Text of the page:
Simplifying the Edges –

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Good morning.  Today I’m talking about a painting I had at the Flower Pepper Gallery’s Summer Show.  This is a still life of orchid leaves inside a copper pot with an orange.  In the setup, there was also a pear, but I knew I wouldn’t finish the pear if I added it – and the composition made it look very odd, too close to the edge of the panel, so I made the decision to leave it out.

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Composition: When I’m coming up with an idea of how I want my painting to look, I often take a photo, and crop that photo to the size of my canvas on my phone.  This way – I can see different placements of my objects and how they would affect the viewers eye.  I also use the View Finder (the small gray square with retractable window) for finding composition, but in this case I did it on my phone.  Since I had trouble with the pear, I left it out entirely.

Painting: You can see here that I have in more or less simplified ALL areas of my colours that will be taking up the whole painting.  This is only about 30-40 minutes in.  A huge advantage of this is that if I don’t want to get too detailed, I can simply leave it as is, and its a more abstract painting.  If I don’t “finish” I won’t have something that looks clearly unfinished, I’ll have a fully realized painting, just some areas will be more abstract than others.

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Here I’ve started to add some details, particularly the large swathes of lights and shadows on the copper and leaves.  Pay attention to each object as it’s own object, so a full value range for the leaves, and also the object as it relates to other objects.  Some of the darkest areas on the painting ended up in the leaves, and the leaves and orange both have reflections on the copper pot.

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The finished painting.  As you can see I really enjoy painting copper and shiny objects.  It was a fun challenge to show the warm light and the two soft, cool, window lights that also affected the pot.  I loved doing the reflection of the orange, and pushing that dark shadow in the leaves that really made this pop.

Thank you for reading.

Process Part One – Painting the Portrait by K.L. Britton Los Angeles Artist

These past two days I’ve been working on a more detailed portrait, so I thought it would be fun to document the process to some extent.  I know I’ve previously written about the drawing I did to prepare for this, and watch as all of my predictions come true (the same problems I had with the drawing, I have with the painting!)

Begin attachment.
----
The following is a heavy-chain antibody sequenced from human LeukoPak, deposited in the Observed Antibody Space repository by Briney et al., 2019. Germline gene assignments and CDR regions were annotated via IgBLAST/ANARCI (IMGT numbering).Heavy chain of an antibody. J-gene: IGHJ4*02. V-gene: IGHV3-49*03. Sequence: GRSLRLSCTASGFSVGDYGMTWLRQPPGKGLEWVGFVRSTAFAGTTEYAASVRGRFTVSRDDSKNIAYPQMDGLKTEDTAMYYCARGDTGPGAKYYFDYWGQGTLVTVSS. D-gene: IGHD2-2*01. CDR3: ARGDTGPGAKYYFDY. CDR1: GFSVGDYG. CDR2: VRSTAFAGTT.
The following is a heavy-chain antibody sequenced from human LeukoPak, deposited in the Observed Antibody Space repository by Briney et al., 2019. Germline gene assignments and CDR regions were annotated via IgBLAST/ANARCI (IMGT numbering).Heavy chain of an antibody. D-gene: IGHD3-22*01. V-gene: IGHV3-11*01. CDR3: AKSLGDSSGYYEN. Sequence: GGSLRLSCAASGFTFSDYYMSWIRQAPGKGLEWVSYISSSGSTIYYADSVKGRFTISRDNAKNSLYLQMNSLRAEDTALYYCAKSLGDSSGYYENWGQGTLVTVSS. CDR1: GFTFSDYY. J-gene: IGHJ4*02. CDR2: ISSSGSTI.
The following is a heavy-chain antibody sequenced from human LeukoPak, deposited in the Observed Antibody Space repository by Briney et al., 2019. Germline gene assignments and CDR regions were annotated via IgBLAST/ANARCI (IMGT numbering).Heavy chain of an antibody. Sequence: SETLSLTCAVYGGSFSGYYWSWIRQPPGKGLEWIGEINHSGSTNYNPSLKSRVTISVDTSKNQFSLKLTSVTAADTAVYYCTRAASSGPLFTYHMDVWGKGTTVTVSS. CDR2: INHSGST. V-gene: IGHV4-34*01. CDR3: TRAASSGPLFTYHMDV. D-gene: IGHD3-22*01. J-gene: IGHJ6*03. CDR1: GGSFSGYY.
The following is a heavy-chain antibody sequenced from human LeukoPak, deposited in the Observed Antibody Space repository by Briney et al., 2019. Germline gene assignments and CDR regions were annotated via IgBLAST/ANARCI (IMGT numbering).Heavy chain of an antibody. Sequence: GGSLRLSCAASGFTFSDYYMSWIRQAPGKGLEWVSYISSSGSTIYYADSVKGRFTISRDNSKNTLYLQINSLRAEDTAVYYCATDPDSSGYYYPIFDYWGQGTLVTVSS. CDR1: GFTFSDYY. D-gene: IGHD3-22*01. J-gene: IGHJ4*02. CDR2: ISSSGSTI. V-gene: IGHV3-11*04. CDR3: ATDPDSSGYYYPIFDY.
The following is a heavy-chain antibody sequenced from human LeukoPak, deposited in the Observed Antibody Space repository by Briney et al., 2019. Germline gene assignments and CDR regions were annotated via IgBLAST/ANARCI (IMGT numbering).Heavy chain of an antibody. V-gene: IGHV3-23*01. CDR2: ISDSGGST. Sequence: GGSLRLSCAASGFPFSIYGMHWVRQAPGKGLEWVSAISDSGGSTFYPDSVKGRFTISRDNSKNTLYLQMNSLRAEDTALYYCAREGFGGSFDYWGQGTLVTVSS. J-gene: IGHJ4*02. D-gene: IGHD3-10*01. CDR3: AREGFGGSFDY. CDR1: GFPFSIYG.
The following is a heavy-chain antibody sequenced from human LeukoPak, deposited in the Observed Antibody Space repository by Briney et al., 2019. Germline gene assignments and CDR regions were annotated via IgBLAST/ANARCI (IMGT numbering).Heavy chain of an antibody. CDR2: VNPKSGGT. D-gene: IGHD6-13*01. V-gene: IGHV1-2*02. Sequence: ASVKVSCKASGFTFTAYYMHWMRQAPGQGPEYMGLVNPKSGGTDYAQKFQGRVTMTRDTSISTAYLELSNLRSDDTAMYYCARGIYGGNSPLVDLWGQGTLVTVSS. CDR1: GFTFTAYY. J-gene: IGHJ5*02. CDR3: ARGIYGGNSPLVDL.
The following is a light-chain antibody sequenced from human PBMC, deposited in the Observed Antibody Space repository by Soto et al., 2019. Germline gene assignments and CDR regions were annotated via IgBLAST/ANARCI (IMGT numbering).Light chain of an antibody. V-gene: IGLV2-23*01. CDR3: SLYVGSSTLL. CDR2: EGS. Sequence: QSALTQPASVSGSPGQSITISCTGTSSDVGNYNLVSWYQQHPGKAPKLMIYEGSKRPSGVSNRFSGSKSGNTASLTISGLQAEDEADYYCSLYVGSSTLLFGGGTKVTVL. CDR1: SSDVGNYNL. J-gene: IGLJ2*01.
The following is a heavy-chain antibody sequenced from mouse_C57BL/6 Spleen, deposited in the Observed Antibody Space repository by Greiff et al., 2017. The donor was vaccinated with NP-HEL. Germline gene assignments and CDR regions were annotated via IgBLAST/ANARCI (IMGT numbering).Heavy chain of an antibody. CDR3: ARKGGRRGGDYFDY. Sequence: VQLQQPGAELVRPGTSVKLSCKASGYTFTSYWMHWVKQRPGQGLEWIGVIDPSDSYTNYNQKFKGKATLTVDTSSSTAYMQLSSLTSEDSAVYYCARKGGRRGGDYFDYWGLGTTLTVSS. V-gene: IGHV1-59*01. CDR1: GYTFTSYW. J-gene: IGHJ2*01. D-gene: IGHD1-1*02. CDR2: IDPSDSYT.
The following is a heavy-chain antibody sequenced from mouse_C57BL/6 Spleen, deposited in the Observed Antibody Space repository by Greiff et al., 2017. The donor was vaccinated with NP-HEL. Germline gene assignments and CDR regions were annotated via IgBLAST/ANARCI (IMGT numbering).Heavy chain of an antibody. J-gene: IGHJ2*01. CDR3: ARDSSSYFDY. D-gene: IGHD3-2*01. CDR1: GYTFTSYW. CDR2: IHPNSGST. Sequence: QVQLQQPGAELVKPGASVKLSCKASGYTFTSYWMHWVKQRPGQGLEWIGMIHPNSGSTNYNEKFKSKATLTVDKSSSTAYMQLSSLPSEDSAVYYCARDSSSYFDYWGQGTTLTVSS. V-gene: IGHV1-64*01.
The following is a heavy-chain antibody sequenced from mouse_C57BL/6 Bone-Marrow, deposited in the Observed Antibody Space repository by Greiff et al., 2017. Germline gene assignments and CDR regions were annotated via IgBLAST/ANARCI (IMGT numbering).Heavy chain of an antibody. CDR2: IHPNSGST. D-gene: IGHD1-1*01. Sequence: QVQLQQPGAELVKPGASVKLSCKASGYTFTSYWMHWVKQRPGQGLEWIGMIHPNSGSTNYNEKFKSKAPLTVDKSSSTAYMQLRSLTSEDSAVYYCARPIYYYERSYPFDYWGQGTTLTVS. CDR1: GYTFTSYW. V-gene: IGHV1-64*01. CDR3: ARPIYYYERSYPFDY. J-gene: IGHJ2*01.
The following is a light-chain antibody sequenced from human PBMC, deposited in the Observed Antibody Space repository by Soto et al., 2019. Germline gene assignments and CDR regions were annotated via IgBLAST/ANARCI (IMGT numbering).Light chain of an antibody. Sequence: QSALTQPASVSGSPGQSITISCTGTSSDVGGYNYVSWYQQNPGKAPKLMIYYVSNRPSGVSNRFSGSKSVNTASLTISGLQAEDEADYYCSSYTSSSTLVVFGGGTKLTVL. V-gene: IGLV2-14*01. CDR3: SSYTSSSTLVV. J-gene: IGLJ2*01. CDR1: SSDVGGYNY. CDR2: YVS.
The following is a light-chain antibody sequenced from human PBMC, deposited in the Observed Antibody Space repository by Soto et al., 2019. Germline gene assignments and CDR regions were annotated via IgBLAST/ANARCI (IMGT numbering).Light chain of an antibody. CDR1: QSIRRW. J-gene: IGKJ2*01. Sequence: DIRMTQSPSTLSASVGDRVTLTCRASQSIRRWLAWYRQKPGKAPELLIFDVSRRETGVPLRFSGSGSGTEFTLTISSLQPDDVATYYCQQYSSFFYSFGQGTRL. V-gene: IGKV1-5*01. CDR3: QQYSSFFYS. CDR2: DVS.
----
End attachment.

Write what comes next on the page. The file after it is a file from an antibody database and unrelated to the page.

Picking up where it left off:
How to Paint Skintones by K.L. Britton Los Angeles artist and teacher

I do an under-drawing first.  You can find several examples of under-drawings farther back in my blog. Then in this case, I wanted to start with huge areas of wet paint to work into.  In this picture, I’ve blocked in only my light areas.

How to Paint Skintones by K.L. Britton Los Angeles artist and teacher

With the shadows blocked in.  Notice that in the first picture, my model looks like he has quite a warm skin tone, but as I add the warm shadows, you can see that the skin is actually on the gray side.

How to Paint Skintones by K.L. Britton Los Angeles artist and teacher

Adding more depth here.  One trouble I run into is that when I do the cool lighting, the shadows should be generally “warm.”  However, often my warmer tones don’t get quite dark enough to really show my form.  Here I’ve utilized mixing my favorite warm shadow colour, burnt sienna, with ivory black, which is a cool black often used to mix blues.  The burnt sienna disappears into the black, however the eye can tell that it’s there and it’s correct.

How to Paint Skintones by K.L. Britton Los Angeles artist and teacher

Last night I started working more closely on the features, starting in with a smaller paintbrush than one I used for my large block ins.  Buy some large paintbrushes for your big areas and use them as long as you can – this helps you get that initial paint on the canvas that you can then paint the details into, and it also helps you break each shape down into the largest, most simple form you can.  Take a look at the eyes I blocked in at the top – those are most definitely not detailed!  However, as I work on this tonight and tomorrow, you will see the progress quite easily and you will see where I add details later.

In this final picture you can see that I moved the neck in a bit too far – this was a problem I also had with the drawing!  Most of the other parts of this painting are correct more or less, because the width of the face was addressed in my drawing and I went out of my way to make sure it was correct on my canvas before putting it down – but apparently I got carried away around the neck.  Take the time to put in your shapes correctly – it’s worth it!

Part two coming soon!